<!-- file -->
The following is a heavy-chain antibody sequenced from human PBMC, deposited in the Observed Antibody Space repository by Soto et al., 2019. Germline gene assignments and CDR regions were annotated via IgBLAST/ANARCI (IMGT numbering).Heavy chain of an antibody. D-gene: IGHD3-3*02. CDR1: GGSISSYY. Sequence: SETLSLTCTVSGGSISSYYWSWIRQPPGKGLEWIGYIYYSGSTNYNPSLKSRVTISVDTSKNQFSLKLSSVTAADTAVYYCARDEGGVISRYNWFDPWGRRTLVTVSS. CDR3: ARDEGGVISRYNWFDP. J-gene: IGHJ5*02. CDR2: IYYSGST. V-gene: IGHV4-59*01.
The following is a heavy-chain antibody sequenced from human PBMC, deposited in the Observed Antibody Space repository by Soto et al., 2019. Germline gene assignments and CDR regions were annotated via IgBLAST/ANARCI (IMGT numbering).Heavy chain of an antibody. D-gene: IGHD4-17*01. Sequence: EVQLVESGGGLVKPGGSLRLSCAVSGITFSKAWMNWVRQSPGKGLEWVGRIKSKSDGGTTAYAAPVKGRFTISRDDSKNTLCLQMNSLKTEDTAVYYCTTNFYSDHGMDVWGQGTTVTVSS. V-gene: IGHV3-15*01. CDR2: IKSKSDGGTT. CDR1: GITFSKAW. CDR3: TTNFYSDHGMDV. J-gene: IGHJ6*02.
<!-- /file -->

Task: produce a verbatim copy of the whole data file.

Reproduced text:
The following is a heavy-chain antibody sequenced from human PBMC, deposited in the Observed Antibody Space repository by Soto et al., 2019. Germline gene assignments and CDR regions were annotated via IgBLAST/ANARCI (IMGT numbering).Heavy chain of an antibody. D-gene: IGHD3-3*02. CDR1: GGSISSYY. Sequence: SETLSLTCTVSGGSISSYYWSWIRQPPGKGLEWIGYIYYSGSTNYNPSLKSRVTISVDTSKNQFSLKLSSVTAADTAVYYCARDEGGVISRYNWFDPWGRRTLVTVSS. CDR3: ARDEGGVISRYNWFDP. J-gene: IGHJ5*02. CDR2: IYYSGST. V-gene: IGHV4-59*01.
The following is a heavy-chain antibody sequenced from human PBMC, deposited in the Observed Antibody Space repository by Soto et al., 2019. Germline gene assignments and CDR regions were annotated via IgBLAST/ANARCI (IMGT numbering).Heavy chain of an antibody. D-gene: IGHD4-17*01. Sequence: EVQLVESGGGLVKPGGSLRLSCAVSGITFSKAWMNWVRQSPGKGLEWVGRIKSKSDGGTTAYAAPVKGRFTISRDDSKNTLCLQMNSLKTEDTAVYYCTTNFYSDHGMDVWGQGTTVTVSS. V-gene: IGHV3-15*01. CDR2: IKSKSDGGTT. CDR1: GITFSKAW. CDR3: TTNFYSDHGMDV. J-gene: IGHJ6*02.